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NIPSCO delays work to remove toxic coal ash from Michigan City facility
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NIPSCO delays work to remove toxic coal ash from Michigan City facility

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NIPSCO delays work to remove toxic coal ash from Michigan City facility

NIPSCO plans to decommission the coal- and natural gas-fired Michigan City Generating Station in favor of renewable energy sources.

MICHIGAN CITY — NIPSCO said Friday it will delay work to close five coal ash ponds at its lakeshore generating station until spring 2021.

Several organizations had requested the delay because of concerns that excavation and transportation of the coal ash from the Michigan City Generating Station to a landfill at the company's R.M. Schahfer Generating Station in Wheatfield could contribute to an increase in air pollution, which in turn could lead to a higher COVID-19 mortality rate in affected communities.

The LaPorte County Branch of the NAACP and Just Transition NWI said in a news release that NIPSCO's willingness to address community concerns was important and the delay "has been acknowledged as a necessary step within the closure process."

The community and environmental groups said NIPSCO delayed its plans to remove 170,600 cubic yards of coal ash from five ponds at the Michigan City plant days after the NAACP and Just Transition NWI submitted a petition to the Indiana Department of Environmental Management urging NIPSCO to delay the removal until after the pandemic is over. 

The groups said they, along with Hoosier Environmental Council, Save the Dunes and Earthjustice, have demanded NIPSCO implement much stronger public safety measures than currently proposed when the time is appropriate for the removal process to move forward.

NIPSCO spokesman Nick Meyer said community input is an important part of the process, but the company's decision to shift the timing for the removal process was not related to the coronavirus pandemic.

"As part of our normal operations today, we safely transport 50,000 tons of ash material each year from Michigan City to our Schahfer facility," Meyer said. "This work is very similar and the material will be transported to the same location. Constant oversight, inspections and dust-control measures will be in place to ensure the work is being conducted safely."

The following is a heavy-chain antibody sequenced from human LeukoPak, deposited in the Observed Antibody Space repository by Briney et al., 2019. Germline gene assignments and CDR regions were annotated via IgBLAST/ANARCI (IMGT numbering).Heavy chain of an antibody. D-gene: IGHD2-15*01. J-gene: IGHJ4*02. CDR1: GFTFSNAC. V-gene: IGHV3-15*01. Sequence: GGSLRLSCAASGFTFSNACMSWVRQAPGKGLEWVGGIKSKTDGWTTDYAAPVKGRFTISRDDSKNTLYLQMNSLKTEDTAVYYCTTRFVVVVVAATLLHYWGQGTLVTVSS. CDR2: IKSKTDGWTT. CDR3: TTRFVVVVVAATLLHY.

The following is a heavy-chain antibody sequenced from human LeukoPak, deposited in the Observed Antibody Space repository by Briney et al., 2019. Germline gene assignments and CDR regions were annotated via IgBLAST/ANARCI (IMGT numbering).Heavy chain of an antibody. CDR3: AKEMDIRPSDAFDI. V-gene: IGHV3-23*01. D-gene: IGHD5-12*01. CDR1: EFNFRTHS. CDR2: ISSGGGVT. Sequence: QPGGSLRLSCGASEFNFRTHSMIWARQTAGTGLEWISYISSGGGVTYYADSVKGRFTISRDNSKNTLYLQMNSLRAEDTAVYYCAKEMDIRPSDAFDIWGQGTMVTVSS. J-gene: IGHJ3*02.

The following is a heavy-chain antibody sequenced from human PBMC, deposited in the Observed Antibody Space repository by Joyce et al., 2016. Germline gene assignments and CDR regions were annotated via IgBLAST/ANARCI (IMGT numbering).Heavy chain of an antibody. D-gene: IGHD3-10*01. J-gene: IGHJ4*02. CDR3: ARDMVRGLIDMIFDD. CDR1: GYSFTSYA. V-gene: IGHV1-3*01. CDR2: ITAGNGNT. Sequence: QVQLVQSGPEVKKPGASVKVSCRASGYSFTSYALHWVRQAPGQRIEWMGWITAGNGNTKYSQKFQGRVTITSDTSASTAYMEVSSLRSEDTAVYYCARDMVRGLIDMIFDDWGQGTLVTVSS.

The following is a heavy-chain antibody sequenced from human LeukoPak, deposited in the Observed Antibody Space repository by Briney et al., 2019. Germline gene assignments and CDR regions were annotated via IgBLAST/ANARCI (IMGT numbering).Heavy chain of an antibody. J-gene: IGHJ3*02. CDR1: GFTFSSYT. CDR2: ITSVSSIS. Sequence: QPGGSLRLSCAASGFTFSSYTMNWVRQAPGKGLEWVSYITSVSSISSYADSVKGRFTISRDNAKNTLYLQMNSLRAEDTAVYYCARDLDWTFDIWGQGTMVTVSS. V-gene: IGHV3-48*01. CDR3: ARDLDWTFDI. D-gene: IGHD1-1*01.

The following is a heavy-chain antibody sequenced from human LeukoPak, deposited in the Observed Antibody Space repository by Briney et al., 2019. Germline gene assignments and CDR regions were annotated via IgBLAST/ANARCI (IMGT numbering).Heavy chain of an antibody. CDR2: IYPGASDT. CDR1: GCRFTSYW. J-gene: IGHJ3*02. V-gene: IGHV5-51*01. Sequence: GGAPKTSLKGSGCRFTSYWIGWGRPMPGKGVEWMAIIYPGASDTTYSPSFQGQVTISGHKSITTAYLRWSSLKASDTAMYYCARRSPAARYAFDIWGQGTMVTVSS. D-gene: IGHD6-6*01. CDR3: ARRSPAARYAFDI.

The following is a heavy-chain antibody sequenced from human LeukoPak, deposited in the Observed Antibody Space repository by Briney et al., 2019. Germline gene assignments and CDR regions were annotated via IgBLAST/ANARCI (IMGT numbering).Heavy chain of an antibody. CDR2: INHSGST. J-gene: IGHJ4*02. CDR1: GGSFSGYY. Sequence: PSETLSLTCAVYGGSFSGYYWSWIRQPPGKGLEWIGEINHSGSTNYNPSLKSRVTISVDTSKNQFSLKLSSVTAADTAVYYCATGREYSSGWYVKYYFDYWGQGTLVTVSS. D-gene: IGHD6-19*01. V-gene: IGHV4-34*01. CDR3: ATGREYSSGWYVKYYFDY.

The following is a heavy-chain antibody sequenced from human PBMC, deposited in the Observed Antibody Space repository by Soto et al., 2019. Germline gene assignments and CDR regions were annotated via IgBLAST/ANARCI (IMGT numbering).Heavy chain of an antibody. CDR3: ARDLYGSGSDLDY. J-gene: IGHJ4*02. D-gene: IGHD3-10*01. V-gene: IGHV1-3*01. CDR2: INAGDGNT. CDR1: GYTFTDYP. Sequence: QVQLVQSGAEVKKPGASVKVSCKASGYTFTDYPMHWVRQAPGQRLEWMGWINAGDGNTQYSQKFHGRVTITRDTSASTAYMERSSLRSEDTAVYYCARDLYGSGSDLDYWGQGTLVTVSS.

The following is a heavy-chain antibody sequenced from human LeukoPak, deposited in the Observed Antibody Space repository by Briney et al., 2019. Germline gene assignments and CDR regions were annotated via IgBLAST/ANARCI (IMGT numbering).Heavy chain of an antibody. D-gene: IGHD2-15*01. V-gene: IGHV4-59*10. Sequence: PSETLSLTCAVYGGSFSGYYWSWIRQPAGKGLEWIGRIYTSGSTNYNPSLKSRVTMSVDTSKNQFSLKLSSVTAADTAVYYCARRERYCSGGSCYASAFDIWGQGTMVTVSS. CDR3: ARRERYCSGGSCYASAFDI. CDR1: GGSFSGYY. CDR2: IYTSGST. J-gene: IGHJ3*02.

NIPSCO said it will remain on track to complete the proposed ash pond work ahead of a 2023 deadline while also advancing other goals, including electric and gas modernization projects.

NIPSCO plans to close the Michigan City Generating Station by 2028 as it shifts to lower-cost, reliable and cleaner energy sources such as wind, solar and battery storage technology.

Coal ash is the material left over after coal is burned to generate electricity. NIPSCO reuses about 14,500 tons a year from its Michigan City facility and transports an estimated 50,000 tons to its regulated landfill in Wheatfield, the company said.

NIPSCO plans to remove coal ash from five ponds at the Michigan City site and replace it with clean fill as it prepares to shutter the facility.

In addition to stronger safety measures during transport, the community and environmental groups have demanded immediate testing of sediment and aquatic life in Trail Creek and Lake Michigan.

"Bioaccumulative toxins in coal ash, such as arsenic, may be accumulating in fish that are consumed by local residents. Consumption of heavy metals in fish tissue can pose grave health hazards," the groups said in a news release. "While NIPSCO maintains that there is no risk to Lake Michigan and Trail Creek from the leaking coal ash ponds, the company has never tested the sediment or the aquatic life near the plant."

NIPSCO said data collected to date as part of its closure plan indicates "no risk to human health or the environment, no impacts to drinking water supplied by neighboring communities and nothing to indicate that the state's waters are adversely affected."

"NIPSCO will continue to work with IDEM to ensure that closure plans comply with all state and federal requirements, coordinate future work with local Michigan City and LaPorte County officials, and work to keep the community informed," a company statement said.

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